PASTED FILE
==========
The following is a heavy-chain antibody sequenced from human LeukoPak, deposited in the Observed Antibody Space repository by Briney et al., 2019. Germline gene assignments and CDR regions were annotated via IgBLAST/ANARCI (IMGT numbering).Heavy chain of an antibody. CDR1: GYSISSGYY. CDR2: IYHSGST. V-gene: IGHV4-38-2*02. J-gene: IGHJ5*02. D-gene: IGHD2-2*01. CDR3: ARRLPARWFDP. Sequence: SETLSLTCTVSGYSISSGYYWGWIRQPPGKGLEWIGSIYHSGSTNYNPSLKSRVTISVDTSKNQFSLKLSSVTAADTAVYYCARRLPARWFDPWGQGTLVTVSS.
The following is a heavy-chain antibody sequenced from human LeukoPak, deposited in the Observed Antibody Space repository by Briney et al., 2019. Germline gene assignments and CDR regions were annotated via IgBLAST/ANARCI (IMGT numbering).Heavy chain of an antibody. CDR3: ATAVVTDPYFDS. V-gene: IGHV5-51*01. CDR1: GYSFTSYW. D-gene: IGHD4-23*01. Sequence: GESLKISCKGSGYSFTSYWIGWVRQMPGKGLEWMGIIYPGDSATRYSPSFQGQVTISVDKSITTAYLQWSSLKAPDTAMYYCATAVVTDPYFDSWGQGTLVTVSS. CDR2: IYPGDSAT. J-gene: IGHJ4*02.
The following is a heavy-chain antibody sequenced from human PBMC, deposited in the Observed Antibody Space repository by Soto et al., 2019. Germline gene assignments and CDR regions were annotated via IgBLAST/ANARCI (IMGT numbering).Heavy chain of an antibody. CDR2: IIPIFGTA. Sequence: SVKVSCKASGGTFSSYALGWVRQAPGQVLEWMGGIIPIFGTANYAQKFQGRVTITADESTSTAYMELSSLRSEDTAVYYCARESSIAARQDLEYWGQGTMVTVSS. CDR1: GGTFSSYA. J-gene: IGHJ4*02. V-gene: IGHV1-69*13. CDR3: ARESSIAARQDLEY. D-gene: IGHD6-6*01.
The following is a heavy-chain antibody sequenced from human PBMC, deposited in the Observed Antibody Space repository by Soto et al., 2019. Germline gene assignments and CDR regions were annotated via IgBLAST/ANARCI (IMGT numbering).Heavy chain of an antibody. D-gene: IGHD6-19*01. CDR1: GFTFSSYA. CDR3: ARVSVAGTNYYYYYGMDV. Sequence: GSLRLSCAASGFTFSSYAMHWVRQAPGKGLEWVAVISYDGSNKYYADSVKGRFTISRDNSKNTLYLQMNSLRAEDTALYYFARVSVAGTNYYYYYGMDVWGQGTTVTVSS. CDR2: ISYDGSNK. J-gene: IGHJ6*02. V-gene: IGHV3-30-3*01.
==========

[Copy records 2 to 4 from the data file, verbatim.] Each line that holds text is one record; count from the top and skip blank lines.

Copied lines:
The following is a heavy-chain antibody sequenced from human LeukoPak, deposited in the Observed Antibody Space repository by Briney et al., 2019. Germline gene assignments and CDR regions were annotated via IgBLAST/ANARCI (IMGT numbering).Heavy chain of an antibody. CDR3: ATAVVTDPYFDS. V-gene: IGHV5-51*01. CDR1: GYSFTSYW. D-gene: IGHD4-23*01. Sequence: GESLKISCKGSGYSFTSYWIGWVRQMPGKGLEWMGIIYPGDSATRYSPSFQGQVTISVDKSITTAYLQWSSLKAPDTAMYYCATAVVTDPYFDSWGQGTLVTVSS. CDR2: IYPGDSAT. J-gene: IGHJ4*02.
The following is a heavy-chain antibody sequenced from human PBMC, deposited in the Observed Antibody Space repository by Soto et al., 2019. Germline gene assignments and CDR regions were annotated via IgBLAST/ANARCI (IMGT numbering).Heavy chain of an antibody. CDR2: IIPIFGTA. Sequence: SVKVSCKASGGTFSSYALGWVRQAPGQVLEWMGGIIPIFGTANYAQKFQGRVTITADESTSTAYMELSSLRSEDTAVYYCARESSIAARQDLEYWGQGTMVTVSS. CDR1: GGTFSSYA. J-gene: IGHJ4*02. V-gene: IGHV1-69*13. CDR3: ARESSIAARQDLEY. D-gene: IGHD6-6*01.
The following is a heavy-chain antibody sequenced from human PBMC, deposited in the Observed Antibody Space repository by Soto et al., 2019. Germline gene assignments and CDR regions were annotated via IgBLAST/ANARCI (IMGT numbering).Heavy chain of an antibody. D-gene: IGHD6-19*01. CDR1: GFTFSSYA. CDR3: ARVSVAGTNYYYYYGMDV. Sequence: GSLRLSCAASGFTFSSYAMHWVRQAPGKGLEWVAVISYDGSNKYYADSVKGRFTISRDNSKNTLYLQMNSLRAEDTALYYFARVSVAGTNYYYYYGMDVWGQGTTVTVSS. CDR2: ISYDGSNK. J-gene: IGHJ6*02. V-gene: IGHV3-30-3*01.